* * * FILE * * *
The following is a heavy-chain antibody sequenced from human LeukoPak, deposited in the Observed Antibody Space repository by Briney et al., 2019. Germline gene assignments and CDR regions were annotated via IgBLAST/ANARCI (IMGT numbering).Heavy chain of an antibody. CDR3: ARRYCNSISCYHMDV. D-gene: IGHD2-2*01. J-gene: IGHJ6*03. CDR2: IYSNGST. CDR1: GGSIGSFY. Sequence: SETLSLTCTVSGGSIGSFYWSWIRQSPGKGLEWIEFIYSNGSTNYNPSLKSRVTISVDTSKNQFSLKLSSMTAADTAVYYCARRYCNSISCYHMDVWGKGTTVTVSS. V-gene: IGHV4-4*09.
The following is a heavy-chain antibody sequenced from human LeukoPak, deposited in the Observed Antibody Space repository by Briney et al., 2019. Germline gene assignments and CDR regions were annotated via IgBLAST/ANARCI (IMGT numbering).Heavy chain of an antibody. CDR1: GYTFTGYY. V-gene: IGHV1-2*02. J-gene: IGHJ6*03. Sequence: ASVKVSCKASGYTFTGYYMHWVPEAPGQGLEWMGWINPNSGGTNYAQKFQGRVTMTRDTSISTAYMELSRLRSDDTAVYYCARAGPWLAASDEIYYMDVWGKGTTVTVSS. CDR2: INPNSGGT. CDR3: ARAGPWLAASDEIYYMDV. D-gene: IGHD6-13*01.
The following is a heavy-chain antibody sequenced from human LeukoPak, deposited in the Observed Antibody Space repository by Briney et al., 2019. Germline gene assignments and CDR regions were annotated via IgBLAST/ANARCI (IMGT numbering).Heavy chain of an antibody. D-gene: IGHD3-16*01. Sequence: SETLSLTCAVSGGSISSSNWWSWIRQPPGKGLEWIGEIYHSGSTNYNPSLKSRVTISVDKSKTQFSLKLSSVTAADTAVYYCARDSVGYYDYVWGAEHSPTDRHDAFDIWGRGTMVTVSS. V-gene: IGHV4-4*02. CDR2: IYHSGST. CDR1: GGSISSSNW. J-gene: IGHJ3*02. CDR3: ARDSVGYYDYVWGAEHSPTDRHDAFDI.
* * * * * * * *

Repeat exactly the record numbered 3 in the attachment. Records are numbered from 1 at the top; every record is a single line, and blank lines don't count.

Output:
The following is a heavy-chain antibody sequenced from human LeukoPak, deposited in the Observed Antibody Space repository by Briney et al., 2019. Germline gene assignments and CDR regions were annotated via IgBLAST/ANARCI (IMGT numbering).Heavy chain of an antibody. D-gene: IGHD3-16*01. Sequence: SETLSLTCAVSGGSISSSNWWSWIRQPPGKGLEWIGEIYHSGSTNYNPSLKSRVTISVDKSKTQFSLKLSSVTAADTAVYYCARDSVGYYDYVWGAEHSPTDRHDAFDIWGRGTMVTVSS. V-gene: IGHV4-4*02. CDR2: IYHSGST. CDR1: GGSISSSNW. J-gene: IGHJ3*02. CDR3: ARDSVGYYDYVWGAEHSPTDRHDAFDI.